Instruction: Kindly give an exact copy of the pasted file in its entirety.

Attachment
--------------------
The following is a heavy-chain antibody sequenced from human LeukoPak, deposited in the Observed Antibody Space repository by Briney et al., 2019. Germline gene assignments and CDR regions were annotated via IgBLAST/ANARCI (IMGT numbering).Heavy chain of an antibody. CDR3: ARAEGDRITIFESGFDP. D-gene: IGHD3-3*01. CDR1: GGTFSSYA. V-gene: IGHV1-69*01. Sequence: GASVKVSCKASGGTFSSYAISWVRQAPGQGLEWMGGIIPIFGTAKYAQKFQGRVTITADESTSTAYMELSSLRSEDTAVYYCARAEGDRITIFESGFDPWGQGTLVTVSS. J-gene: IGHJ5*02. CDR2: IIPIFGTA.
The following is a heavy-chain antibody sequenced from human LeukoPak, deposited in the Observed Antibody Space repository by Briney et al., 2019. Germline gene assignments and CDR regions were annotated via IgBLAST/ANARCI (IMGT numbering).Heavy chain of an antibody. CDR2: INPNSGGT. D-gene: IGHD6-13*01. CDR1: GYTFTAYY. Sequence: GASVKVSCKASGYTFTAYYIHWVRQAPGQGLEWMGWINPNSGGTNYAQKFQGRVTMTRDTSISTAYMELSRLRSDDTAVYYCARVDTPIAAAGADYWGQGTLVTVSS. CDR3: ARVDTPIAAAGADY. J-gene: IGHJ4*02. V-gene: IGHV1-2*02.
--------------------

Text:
The following is a heavy-chain antibody sequenced from human LeukoPak, deposited in the Observed Antibody Space repository by Briney et al., 2019. Germline gene assignments and CDR regions were annotated via IgBLAST/ANARCI (IMGT numbering).Heavy chain of an antibody. CDR3: ARAEGDRITIFESGFDP. D-gene: IGHD3-3*01. CDR1: GGTFSSYA. V-gene: IGHV1-69*01. Sequence: GASVKVSCKASGGTFSSYAISWVRQAPGQGLEWMGGIIPIFGTAKYAQKFQGRVTITADESTSTAYMELSSLRSEDTAVYYCARAEGDRITIFESGFDPWGQGTLVTVSS. J-gene: IGHJ5*02. CDR2: IIPIFGTA.
The following is a heavy-chain antibody sequenced from human LeukoPak, deposited in the Observed Antibody Space repository by Briney et al., 2019. Germline gene assignments and CDR regions were annotated via IgBLAST/ANARCI (IMGT numbering).Heavy chain of an antibody. CDR2: INPNSGGT. D-gene: IGHD6-13*01. CDR1: GYTFTAYY. Sequence: GASVKVSCKASGYTFTAYYIHWVRQAPGQGLEWMGWINPNSGGTNYAQKFQGRVTMTRDTSISTAYMELSRLRSDDTAVYYCARVDTPIAAAGADYWGQGTLVTVSS. CDR3: ARVDTPIAAAGADY. J-gene: IGHJ4*02. V-gene: IGHV1-2*02.